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Local infection findings are the increase in temperature, redness, swelling and discharge around the wound (figure 4). The patient has a little or no pain or sensitivity due to neuropathy (nevre damage). In the diabetic-caused infections, the prognosis of the leg is determined by the anatomic location of the wound. In the infections closer to the body (metacarpus, heel or ankle), the prognosis is worse and the mortality rate is higher (figure 5). It should be taken into consideration that the gangrene on the dianetic foot is caused by the infectiion or ischemia.

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Many different test can be used to diagnose the infection. Whole blood count and routine biochemical tests have almost no contribution to the diagnosis. Even in the serious infections threatinig the leg, the increase of the white blood cell count in the blood (leucocytosis) is only observed half of the cases. erythrocyte sedimentation rate (ESR) is generally high. The rate of detecting development in the blood cultures is around 10-15%.

Tissue culture is still a controversial issue. It is certainly clear that the superficial samples are insufficient to determine the factor especially in the chronic wounds. The cultures can be taken either during debridement (the cleansing of the infarct) or directly from the ulcer base. In the examination called gram staining, detection of the gram-positive clubs are significant in terms of the diagnosis of dangerous infections (clostridial infections = microorganism creating gas while developig). Gram staining is is directive for the early diagnosis and treatment of these rapidly progressing infections.

Radiological examinations may be beneficial in the evaluation of the woubd area and diagnosis of the bone infection. The air spaces that are radiologicall observed within the soft tissue may be caused by open ulcers, the devridements performed or the microorganism creating gases while developing. The gas is mainly composed by non clostridial anaerobes, coliforms, streptococcus and rarely by clostridiums. Since the formation of the gas can be caused by many factors, it should never be valid reason for amputation (cut of the organ) only by itself.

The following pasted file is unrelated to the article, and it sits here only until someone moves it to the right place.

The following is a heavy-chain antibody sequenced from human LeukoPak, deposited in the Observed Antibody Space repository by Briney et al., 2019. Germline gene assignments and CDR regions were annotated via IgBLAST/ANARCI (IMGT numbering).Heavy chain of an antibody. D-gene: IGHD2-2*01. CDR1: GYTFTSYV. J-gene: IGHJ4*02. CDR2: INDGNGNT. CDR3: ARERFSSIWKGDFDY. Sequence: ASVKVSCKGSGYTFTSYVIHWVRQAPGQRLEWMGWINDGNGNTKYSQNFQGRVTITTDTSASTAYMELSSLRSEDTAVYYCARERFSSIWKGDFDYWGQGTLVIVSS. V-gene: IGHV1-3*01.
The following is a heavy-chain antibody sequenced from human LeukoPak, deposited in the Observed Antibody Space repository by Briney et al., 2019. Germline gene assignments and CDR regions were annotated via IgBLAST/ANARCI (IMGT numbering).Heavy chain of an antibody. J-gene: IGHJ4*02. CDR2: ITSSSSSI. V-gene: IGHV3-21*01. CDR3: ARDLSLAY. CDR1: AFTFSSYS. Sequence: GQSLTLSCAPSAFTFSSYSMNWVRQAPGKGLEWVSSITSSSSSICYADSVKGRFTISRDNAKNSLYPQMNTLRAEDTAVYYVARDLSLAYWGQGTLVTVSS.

Osteomyelitis raleted radiolgoical findings startes 10-20 days after the infection. So, in the early diagnosis of the osteomyelitis, 3-4 phased and marked leucocyte scans and MR imagings are more beneficial. There may be false positive rate in the results taken by the MR; however the most important advantage of this method is its help to detect the dimensions of the soft tissue retention and the limits of the debridement accordingly.

The sufficiency of bloodstream should be controlled for each patient having diabetic foot infection. Arterial insufficiency is seen in 66% of the non-healing ulcer and 46% of the amputations.


When the patient is first seen, the most correct approach shall be to examine all the systems and to generally evaluate the patient in regards to the other complications (retinopathy, nephropathy etc.). After the foot examination, the classification should be made in accordance with the damage and the relevant treatment should be arranged. The purpose at the first stage is to avoid the complications and infections and to prevent the amputation if any infection is developed. The treatment includes regulating the blood glucose, surgical debridement if necessary, discharging the abscess and antibiotic regime.

The treatment of the diabetic foot wounds includes three main factors:

1. Local wound care,

2. Offloading (avoiding trauma and load)

3. Antibiotic treatment.